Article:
The Civil War Letters of Aaron Jones Fletcher


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Letter dated January 27, 1865 from Lottie [Charlotte] C. Faulkner, South Acton, Mass., to Aaron Jones Fletcher

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South Acton Jan 27, 1865

Dear Friend Joney
Your kind letter of Jan 15th
was duly received; and as I am at home
alone this evening, or alone with the exception
of Mother, , - I thought – I would improve this
present opportunity to answer it. I was
indeed quite surprised when I found it
was from you, for I did not suppose that
now you were a Soldier boy in the “land of
Dixie” that you ever thought of your old
friend and Teacher, but I assure you that
its unexpected arrival made it none the
less welcome, for it was read with much
interest and pleasure. I hardly know what
to write that will be of interest to you for


I suppose you hear from your Acton friends
so often that you get all the general news
of the town, and you know that in our
quiet little village of South Acton, we do
not have anything that is very exciting.
We have a Lyceum here every Saturday Eve,
which is quite interesting, and it seems very
pleasant and social, as we did not have any
last winter. We have also a large “Singing
School” at the Center of the town, but that
I have attended only one evening thus far,
I do not like the teacher very well.
Jennie, Carrie, Sophie and brother Harry
have all gone to Harvard tonight to a
dance, and I guess they will have a fine
time, for it is splendid sleighing, and
there are fourteen of them gone from this
village in a large double sleigh together.
There are as many more going from the
West Village. I wanted very much to go
with them, but there was not room for all
to ride, so I told Harry I would remain at
home, but I guess I shall feel all the brighter


for so doing in the morning, even if I was a
little disappointed by it, and they will want
one bright one among them tomorrow to keep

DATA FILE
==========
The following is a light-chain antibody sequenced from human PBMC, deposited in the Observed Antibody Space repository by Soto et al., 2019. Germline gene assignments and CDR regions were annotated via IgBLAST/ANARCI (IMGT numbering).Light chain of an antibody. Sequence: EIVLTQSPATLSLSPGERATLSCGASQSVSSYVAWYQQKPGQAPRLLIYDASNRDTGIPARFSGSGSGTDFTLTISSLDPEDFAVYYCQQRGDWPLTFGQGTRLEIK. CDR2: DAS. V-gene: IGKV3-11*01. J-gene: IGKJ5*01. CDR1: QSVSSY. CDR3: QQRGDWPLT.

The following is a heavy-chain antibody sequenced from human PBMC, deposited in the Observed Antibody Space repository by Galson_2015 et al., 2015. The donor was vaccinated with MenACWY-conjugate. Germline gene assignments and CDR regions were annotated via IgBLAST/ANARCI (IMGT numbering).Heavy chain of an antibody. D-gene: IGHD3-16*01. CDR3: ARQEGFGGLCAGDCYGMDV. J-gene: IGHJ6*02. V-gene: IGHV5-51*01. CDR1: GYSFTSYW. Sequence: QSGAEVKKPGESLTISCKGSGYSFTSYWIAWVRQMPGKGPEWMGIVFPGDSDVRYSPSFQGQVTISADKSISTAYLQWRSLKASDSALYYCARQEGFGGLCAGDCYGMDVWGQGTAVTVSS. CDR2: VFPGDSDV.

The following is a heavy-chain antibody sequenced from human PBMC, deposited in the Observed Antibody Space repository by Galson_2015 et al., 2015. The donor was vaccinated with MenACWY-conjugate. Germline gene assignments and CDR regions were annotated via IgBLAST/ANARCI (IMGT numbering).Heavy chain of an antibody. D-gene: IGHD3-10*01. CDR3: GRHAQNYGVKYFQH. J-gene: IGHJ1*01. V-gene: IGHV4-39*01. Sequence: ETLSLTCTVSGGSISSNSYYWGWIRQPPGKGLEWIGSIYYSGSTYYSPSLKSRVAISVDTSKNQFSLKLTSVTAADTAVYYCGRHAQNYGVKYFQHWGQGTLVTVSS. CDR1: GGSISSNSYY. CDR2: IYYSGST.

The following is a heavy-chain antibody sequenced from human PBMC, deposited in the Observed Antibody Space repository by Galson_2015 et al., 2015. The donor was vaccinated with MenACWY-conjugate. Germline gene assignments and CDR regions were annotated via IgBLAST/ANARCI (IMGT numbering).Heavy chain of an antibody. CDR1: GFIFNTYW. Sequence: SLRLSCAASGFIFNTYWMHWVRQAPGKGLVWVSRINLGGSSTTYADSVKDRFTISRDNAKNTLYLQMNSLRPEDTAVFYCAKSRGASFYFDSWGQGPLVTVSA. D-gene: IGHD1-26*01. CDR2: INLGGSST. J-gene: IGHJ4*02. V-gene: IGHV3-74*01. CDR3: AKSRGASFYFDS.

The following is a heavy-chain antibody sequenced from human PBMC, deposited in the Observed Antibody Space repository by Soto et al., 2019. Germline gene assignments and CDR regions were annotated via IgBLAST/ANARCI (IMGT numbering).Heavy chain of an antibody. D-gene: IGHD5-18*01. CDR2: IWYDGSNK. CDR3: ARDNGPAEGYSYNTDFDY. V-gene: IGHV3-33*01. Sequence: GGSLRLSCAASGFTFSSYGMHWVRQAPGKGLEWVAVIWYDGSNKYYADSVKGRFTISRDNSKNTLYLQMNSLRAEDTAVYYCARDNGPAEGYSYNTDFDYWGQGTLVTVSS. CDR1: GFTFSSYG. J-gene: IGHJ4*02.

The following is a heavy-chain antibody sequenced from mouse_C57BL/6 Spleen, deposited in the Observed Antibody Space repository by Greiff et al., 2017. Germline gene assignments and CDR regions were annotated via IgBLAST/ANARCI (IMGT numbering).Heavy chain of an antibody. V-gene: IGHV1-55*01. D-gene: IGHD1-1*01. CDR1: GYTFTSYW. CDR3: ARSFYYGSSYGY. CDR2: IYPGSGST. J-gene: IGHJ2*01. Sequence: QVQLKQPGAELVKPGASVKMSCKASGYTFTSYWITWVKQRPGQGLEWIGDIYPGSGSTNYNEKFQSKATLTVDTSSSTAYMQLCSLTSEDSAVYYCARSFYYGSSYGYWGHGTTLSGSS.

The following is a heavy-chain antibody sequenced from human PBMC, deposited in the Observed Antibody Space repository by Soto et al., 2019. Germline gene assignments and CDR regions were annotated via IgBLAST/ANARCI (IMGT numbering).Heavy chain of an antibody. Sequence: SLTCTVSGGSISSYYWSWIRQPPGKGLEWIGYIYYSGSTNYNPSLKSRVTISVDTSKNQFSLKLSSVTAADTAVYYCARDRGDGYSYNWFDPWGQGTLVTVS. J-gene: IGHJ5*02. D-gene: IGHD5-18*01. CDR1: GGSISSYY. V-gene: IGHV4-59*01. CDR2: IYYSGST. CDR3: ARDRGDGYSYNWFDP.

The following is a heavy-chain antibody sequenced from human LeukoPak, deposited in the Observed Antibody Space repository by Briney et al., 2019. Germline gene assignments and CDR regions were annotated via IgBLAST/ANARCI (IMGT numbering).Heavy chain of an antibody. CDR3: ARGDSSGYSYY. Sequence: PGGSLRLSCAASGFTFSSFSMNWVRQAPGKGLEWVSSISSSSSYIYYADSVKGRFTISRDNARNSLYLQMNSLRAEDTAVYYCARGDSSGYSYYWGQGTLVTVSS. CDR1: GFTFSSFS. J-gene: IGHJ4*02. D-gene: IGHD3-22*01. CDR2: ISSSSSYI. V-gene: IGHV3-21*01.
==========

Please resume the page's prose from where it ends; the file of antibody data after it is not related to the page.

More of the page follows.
them awake. We are going to have a Levee and
dance here in about a week; it is too bad
you are not at home to enjoy with the rest
some of these good times, and I hope you
may be successful in obtaining a furlough
although as you say, fifteen days does
indeed seem a very short time to spend
with your friends at home, and passes
away almost before one is aware of it, but
then it is better than nothing, unless even a
short enjoyment of the pleasures of home and its
privileges should make it the harder for
you to be deprived of them on your return.
We do enjoy having brother Harry [Winthrop Harrison Faulkner] at home
with us again after his long absence of six
years, and I am very thankful that he did
not re-enlist, and I rather think he is now
although he said it was a very hard thing to
resist – his Comrades urgent requests to do
so, he seems to have go enough of War to


fully satisy him without any desire to go
back, and is much more contented at home
than I ever supposed he would be after leading
such a roving and exciting life for the past
few years. I understand there are quite a number
of soldiers from your Regt home on furlough,
but I have not happened to meet any of them
yet, but hope I may before they return. Who
is your Captain now, since Col. Chapman
promotion? I suppose there had been a great
change in the Companies since it was reorgan-
ized into a Battalion. I am very thankful you
were permitted to escape from those severe battles,
in which so many of brave soldier boys gave
their lives a sacrifice for their country. Mr.
Bennett is at home again on another furlough.
This makes the fourth one he has had, and he
has not been in service a year yet. I think
he must either be one of the fortunate and
favored kind, or else they send him home
to get rid of him, I don’t know which, but
certainly every soldier is not as lucky as that.
You say the weather is quite changeable out there,
I should think you would take cold in such
sudden change. It has been quite cold here for
the last fortnight, with a storm about every third
day. The snow is not very deep but enough for good sleighing.


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I think we have had eighteen snowstorms
this season so far, so you may judge that we
have have had but precious little skating
this Winter. I have not even had my skates
on yet, and whats more, I fear I shall not have
a chance to do so. If your letter had been a
long one Joney, it would not have discouraged
me in the least – for that is just the kind I  like.
I do not think your letter needs any apology
either for the writing or composition of it
for they were both so neatly and well done
that I was almost afraid to send any of my hasty
scribbling in reply and most assurely do I
deem it worth an answer, and I think a
soldiers letter above all others should always
received our first attention, for is it not to
those brave boys that we owe everything which
we now enjoy at home? Is it not they who have
given up every thing and gone forth to stand between
us and the enemy as our protectors? And if a few lines
from any pen in any way help to cheer and
divert the monotony of Camp life to you my soldier
friend, mostly gladly shall I be to write. The girls
unite with me in sending their love. Hoping to hear
from you again, and trusting that God may still
watch over, and in due time return you in safety to
your home and friends, I close and remain
Ever your Friend,  Lottie C. Faulkner